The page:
Image credit: © SIMON GRIFFITHS

Winter 2019

The Ranger Project

By Daniel Howe

The stargazers, climbers, paddlers, teachers, naturalists, historians, scientists, rescuers, protectors and dreamers of the National Park Service. 

Shelton Johnson grew up in Detroit, a black youth in a poor neighborhood. Out of the cacophony of urban life, he emerged a poet. “I was a stargazer,” he says. “Books would always float me away from a bad place and take me anywhere but Detroit.”

Winter 2019 - RANGER PROJECT Shelton

Shelton Johnson

camera icon © SIMON GRIFFITHS

A national park ranger at Yosemite National Park in California, Johnson appeared in several episodes of the PBS series “The National Parks: America’s Best Idea.” In one memorable interview, he describes coming across a herd of snow-dusted bison on a snowmobile trip through Yellowstone to pick up the mail. In the subzero cold, he says, the huge animals’ breath came out in clouds, falling in a cascade of ice crystals around them.

Watching the show several years ago, I wished I could be there, with Johnson and the bison in the brilliant white of the Wyoming landscape. I thought about the unique and personal relationship rangers share with the landscapes they protect, and how difficult it is for visitors to replicate that intimacy. Convinced that stories like this could be as meaningful to others as Johnson’s was to me, I started to envision a book, and I asked my friend, the photographer Simon Griffiths, to add his creative talents to the project. Together we began traversing the country.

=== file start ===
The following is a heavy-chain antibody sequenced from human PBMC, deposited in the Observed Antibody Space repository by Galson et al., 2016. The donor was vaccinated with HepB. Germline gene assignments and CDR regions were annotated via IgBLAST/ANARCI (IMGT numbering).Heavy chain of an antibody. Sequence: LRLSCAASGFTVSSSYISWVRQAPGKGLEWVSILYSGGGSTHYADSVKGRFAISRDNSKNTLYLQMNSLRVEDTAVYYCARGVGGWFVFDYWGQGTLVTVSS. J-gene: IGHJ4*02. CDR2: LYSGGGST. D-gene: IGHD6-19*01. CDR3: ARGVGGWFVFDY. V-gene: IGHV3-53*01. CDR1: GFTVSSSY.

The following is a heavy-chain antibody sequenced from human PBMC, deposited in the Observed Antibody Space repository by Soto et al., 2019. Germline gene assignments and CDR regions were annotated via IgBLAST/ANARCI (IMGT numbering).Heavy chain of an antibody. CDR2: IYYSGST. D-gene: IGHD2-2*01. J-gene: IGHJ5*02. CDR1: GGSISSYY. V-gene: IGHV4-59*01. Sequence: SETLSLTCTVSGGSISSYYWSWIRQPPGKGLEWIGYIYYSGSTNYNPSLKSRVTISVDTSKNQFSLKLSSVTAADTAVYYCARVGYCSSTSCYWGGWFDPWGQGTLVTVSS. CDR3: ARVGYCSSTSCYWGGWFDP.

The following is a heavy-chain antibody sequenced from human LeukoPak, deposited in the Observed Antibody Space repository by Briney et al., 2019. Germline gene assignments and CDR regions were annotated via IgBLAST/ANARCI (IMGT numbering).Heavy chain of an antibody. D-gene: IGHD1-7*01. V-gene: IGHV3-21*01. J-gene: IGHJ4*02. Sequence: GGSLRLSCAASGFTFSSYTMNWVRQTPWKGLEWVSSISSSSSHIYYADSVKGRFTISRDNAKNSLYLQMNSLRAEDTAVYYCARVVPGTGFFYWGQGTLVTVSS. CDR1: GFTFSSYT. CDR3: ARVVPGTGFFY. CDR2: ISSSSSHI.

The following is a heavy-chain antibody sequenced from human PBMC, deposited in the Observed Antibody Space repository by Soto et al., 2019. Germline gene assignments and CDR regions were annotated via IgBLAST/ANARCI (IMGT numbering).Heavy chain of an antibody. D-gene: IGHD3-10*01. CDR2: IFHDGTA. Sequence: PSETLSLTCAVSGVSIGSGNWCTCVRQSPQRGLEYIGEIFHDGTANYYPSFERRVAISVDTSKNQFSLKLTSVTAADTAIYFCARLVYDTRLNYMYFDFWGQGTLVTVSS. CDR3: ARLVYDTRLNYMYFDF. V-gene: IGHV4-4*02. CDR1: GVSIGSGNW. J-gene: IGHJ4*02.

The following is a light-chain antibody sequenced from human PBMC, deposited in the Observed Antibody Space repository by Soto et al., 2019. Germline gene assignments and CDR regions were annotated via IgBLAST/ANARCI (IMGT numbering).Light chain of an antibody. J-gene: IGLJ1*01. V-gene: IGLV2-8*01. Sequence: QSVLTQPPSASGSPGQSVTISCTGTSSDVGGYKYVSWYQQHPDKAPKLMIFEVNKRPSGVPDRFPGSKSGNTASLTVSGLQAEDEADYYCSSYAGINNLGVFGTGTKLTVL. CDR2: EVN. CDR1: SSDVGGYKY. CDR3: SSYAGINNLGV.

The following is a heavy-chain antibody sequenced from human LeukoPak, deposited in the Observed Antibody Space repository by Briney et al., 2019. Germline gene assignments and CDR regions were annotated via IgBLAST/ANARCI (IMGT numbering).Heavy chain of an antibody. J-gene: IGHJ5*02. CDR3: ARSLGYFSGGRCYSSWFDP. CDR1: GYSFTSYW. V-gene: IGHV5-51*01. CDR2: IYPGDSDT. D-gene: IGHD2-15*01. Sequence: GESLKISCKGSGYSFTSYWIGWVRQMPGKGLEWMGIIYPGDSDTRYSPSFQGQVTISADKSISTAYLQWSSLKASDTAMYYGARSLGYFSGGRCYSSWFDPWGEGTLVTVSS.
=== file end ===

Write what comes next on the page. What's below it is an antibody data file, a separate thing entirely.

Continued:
Between October 2015 and August 2017, we interviewed and photographed 21 people who call themselves park rangers, from young employees with temporary positions to career Park Service leaders in charge of major programs or parks. In places from Acadia to Yosemite, we spoke with people who undertake exciting endeavors — diving among shipwrecks and exploring ice caves — but who also struggle with their identities, worry about their children and think about their legacies. We met 97-year-old Betty Reid Soskin, who works at Rosie the Riveter World War II Home Front National Historical Park in California and is the oldest ranger in the park system. And we had a chance to talk at length with Johnson, the poet and novelist who started it all.

On the following pages, you’ll find a selection of adapted excerpts from the book project along with Simon’s portraits. The rangers spoke of their work, but also shared stories about the joys and challenges of being human. They talked about love, pain, exhilaration and determination. And they did so in places set aside to reflect America in all its complexity: conflict and freedom, ignorance and beauty, anguish and hope.

“We all look at nature in different ways,” Johnson says. “What do you see? I see God. Our attempt to protect these extraordinary places, to remain connected to this earth, is less about salvation of the planet than it is about salvation of ourselves.”

Do What You Need To Do

Judy Forte
Martin Luther King, Jr. National Historical Park, Georgia